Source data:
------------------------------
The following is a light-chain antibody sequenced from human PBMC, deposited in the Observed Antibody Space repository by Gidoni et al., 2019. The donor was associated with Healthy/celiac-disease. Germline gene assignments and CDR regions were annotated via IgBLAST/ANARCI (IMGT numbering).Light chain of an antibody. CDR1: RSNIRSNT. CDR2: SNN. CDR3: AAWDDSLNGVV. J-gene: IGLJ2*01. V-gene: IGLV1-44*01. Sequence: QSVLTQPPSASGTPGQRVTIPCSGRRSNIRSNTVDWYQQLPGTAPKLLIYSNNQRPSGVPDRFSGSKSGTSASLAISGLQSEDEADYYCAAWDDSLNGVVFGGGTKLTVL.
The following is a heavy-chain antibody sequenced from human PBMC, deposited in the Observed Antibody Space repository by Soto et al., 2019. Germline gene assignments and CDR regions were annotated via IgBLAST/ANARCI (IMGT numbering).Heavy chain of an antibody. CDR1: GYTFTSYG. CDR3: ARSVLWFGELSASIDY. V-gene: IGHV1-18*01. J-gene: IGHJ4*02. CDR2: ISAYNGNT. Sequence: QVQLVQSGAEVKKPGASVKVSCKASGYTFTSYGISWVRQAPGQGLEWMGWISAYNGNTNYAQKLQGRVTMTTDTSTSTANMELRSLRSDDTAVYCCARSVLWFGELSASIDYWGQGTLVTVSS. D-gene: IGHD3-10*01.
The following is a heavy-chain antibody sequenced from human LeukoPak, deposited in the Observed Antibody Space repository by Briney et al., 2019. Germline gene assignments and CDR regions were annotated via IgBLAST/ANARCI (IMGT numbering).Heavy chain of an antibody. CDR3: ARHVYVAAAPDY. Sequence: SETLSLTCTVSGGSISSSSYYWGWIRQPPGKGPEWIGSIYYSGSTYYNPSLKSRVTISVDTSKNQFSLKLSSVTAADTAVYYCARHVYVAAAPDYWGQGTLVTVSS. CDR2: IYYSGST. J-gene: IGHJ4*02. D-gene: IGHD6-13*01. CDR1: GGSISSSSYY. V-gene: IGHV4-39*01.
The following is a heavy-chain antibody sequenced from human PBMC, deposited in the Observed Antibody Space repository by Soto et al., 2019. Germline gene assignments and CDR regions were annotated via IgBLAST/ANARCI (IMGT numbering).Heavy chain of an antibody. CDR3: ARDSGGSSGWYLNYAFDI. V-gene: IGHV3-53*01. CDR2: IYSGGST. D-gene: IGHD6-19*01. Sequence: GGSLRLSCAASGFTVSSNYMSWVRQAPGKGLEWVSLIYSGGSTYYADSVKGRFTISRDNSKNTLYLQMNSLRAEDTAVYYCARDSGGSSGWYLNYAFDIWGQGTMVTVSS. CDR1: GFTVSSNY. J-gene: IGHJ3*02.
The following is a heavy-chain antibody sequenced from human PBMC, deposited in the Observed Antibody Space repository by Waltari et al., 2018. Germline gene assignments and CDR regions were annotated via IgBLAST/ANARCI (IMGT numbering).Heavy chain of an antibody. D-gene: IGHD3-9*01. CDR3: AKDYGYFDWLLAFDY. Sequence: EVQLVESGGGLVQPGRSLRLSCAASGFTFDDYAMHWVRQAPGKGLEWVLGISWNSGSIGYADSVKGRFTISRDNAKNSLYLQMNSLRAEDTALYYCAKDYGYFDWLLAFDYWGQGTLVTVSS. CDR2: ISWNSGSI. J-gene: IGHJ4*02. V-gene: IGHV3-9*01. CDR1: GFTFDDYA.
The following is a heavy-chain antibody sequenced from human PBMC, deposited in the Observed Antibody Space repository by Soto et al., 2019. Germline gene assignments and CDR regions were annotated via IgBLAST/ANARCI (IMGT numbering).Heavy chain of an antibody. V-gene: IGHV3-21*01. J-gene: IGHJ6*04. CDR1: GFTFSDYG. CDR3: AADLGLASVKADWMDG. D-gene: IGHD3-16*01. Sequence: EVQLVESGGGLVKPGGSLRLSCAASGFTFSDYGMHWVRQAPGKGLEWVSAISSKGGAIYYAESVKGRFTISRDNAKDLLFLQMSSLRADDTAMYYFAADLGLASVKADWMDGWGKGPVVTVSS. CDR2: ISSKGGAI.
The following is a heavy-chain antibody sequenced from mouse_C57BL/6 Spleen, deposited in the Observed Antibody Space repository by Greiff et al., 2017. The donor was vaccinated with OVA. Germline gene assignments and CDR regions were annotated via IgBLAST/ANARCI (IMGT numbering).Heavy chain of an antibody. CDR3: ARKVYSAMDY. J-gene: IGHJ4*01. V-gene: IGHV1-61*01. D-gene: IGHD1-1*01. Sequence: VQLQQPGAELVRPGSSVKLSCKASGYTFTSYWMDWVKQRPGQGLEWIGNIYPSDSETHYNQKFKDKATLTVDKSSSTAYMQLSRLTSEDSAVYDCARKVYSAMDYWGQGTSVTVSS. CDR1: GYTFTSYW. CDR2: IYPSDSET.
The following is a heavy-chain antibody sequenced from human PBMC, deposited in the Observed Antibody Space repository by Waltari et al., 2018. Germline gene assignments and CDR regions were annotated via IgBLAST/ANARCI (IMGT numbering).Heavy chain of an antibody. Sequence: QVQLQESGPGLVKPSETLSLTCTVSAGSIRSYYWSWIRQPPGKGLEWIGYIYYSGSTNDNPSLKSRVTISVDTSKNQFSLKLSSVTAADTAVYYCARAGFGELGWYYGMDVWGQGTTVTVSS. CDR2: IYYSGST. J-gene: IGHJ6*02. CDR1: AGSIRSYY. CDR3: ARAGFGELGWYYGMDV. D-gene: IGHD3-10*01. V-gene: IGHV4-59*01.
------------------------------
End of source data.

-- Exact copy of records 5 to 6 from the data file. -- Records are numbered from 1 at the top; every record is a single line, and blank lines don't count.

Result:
The following is a heavy-chain antibody sequenced from human PBMC, deposited in the Observed Antibody Space repository by Waltari et al., 2018. Germline gene assignments and CDR regions were annotated via IgBLAST/ANARCI (IMGT numbering).Heavy chain of an antibody. D-gene: IGHD3-9*01. CDR3: AKDYGYFDWLLAFDY. Sequence: EVQLVESGGGLVQPGRSLRLSCAASGFTFDDYAMHWVRQAPGKGLEWVLGISWNSGSIGYADSVKGRFTISRDNAKNSLYLQMNSLRAEDTALYYCAKDYGYFDWLLAFDYWGQGTLVTVSS. CDR2: ISWNSGSI. J-gene: IGHJ4*02. V-gene: IGHV3-9*01. CDR1: GFTFDDYA.
The following is a heavy-chain antibody sequenced from human PBMC, deposited in the Observed Antibody Space repository by Soto et al., 2019. Germline gene assignments and CDR regions were annotated via IgBLAST/ANARCI (IMGT numbering).Heavy chain of an antibody. V-gene: IGHV3-21*01. J-gene: IGHJ6*04. CDR1: GFTFSDYG. CDR3: AADLGLASVKADWMDG. D-gene: IGHD3-16*01. Sequence: EVQLVESGGGLVKPGGSLRLSCAASGFTFSDYGMHWVRQAPGKGLEWVSAISSKGGAIYYAESVKGRFTISRDNAKDLLFLQMSSLRADDTAMYYFAADLGLASVKADWMDGWGKGPVVTVSS. CDR2: ISSKGGAI.